patially resolved reflectance spectra of Mars in the 2.2- to 2.4-μm spectral region were obtained in August 1988 using the NASA 3-m Infrared Telescope Facility. The spectra show weak absorption features due to Martian atmospheric carbon monoxide and a surface mineral. Both CO and the mineral absorptions are composed of overlapping narrow features, but in many locations, such as Hellas, Chryse, Eden, and Moab, the mineral absorptions are quite strong, at least 3 times stronger than at the most absorbing wavelengths of CO near 2.33 μm. Therefore CO complicates the analysis of the surface mineral but does not always overwhelm its signature. Model removal of the Martian atmospheric CO has been performed, and the remaining absorption bands are identified as scapolite. Relatively strong absorptions that match bands in the spectrum of scapolite and have little or no CO absorption interference are seen near 2.41, 2.39, and 2.29 μm. Absorption also occurs at the scapolite bands at 2.36 and 2.33 μm, but the analysis is complicated by uncertainty in the atmospheric CO removal at these wavelengths. Weaker scapolite bands are seen at 2.44 and 2.23 μm where there is virtually no atmospheric interference. The scapolite bands observed on Mars are due to HCO3− and HSO4− ions in the scapolite structure. The bicarbonate and bisulfate contents appear to vary with location: the scapolite in Hellas is more bisulfate-rich relative to that in the Chryse/Moab/Eden area. Other locations contain little (Arabia, Syrtis Major, Hellespontica, and Isidis) or no scapolite (e.g., Margaritifer, Ausonia, and Erythraeum). The calculated abundances are unconstrained because the amounts of HCO3− and HSO4− in the Martian scapolites as well as their grain sizes are not known. If the scapolites contain about 3 wt % of each, near the maximum possible, the scapolite abundances probably range from about 5 wt % scapolite at Eden and Hellas; 3–5% at Chryse, Moab, and Oxia Palus; 2–3% at Arabia, Syrtis Major, and Isidis; to less than 2% at Hellespontica, Syrtis Minor, and Margaritifer, assuming a relatively large grain size of 50–100 μm. If the characteristic grain sizes are smaller or the HCO3− and HSO4− contents are lower, the scapolite abundances required to match the observed band depths would be higher. The mineral bands are apparent in many of the Mars spectra measured, so it appears to be widely but not uniformly distributed. The newly observed fine structure also varies greatly in both depth and spectral detail with location on Mars. Thus there appears to be regional variations in composition. The mineral phases appear to reflect local or regional geology and are not primarily contained in the homogeneous, globally redistributed aeolian dust. Higher spectral resolution Martian spectra in the 2.3-μm region as well as at 3.9 μm are needed to confirm the scapolite identification and to constrain its abundance.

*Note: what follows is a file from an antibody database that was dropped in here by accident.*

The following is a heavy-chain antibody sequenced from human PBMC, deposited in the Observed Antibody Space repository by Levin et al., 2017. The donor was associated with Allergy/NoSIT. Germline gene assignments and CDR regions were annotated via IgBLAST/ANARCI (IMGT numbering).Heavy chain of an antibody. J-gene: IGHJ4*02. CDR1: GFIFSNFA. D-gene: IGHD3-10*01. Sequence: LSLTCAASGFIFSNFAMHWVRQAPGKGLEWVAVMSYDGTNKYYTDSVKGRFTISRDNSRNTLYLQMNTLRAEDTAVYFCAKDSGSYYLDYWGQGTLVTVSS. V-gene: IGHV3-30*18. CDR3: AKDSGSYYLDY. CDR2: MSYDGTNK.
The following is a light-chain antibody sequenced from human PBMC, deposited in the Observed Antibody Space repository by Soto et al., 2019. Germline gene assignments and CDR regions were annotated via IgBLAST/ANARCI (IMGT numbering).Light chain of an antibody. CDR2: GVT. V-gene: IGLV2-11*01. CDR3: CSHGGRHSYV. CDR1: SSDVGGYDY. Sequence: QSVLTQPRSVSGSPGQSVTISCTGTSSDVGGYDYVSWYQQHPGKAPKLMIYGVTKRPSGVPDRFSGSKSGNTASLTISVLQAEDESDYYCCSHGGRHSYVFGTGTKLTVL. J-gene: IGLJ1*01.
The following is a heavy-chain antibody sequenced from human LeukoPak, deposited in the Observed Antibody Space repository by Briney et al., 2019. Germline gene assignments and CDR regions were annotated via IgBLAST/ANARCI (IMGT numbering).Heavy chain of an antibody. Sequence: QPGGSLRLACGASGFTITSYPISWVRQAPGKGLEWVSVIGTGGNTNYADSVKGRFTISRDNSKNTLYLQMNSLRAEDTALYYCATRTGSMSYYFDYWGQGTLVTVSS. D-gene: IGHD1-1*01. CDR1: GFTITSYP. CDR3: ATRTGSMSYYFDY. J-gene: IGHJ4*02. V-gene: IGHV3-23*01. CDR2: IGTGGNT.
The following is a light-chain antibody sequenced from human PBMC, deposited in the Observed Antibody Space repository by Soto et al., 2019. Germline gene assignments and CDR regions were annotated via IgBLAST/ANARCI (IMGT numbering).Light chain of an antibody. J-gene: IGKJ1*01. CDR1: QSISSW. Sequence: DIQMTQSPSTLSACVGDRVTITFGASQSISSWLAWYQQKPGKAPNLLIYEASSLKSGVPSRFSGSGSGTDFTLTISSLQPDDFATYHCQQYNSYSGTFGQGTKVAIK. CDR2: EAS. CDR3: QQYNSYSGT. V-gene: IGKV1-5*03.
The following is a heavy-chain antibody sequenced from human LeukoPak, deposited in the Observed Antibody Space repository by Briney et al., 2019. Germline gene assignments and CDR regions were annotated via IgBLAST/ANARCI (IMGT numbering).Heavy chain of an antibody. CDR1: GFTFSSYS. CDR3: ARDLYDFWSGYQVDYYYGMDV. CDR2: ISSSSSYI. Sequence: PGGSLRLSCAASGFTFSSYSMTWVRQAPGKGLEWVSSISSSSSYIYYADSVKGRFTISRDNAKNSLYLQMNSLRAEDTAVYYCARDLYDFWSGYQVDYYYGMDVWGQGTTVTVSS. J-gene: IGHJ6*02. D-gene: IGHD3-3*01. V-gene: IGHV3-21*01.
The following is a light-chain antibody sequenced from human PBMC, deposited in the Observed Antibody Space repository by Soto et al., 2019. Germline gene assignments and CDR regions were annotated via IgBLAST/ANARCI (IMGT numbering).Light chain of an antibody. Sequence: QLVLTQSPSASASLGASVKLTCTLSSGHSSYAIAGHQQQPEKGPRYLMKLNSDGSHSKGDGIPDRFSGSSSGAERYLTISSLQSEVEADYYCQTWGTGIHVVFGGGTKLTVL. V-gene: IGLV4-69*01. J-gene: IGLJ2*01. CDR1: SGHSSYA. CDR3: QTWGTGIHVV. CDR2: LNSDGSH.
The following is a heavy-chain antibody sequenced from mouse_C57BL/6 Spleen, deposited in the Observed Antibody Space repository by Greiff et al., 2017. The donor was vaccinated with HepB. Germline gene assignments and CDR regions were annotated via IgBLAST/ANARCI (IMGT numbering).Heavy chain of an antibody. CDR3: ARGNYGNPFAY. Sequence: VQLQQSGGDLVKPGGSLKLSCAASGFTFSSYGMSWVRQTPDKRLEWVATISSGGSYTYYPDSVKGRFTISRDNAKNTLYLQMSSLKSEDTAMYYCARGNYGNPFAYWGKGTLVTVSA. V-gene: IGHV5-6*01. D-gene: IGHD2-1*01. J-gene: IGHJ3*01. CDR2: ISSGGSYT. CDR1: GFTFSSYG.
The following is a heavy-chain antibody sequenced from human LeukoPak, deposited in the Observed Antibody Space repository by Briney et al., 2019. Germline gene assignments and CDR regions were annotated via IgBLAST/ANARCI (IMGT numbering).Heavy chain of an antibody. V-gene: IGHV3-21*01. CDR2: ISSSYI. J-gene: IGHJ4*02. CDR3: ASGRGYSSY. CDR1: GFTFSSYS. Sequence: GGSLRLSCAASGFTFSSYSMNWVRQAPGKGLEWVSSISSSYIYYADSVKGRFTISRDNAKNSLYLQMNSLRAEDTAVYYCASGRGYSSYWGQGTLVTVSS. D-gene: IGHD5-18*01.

Additional publication details
|Publication Subtype||Journal Article|
|Title||High-resolution reflectance spectra of Mars in the 2.3-μm region: evidence for the mineral scapolite|
|Series title||Journal of Geophysical Research|
|Online Only (Y/N)||N|
|Additional Online Files (Y/N)||N|
|Google Analytic Metrics||Metrics page|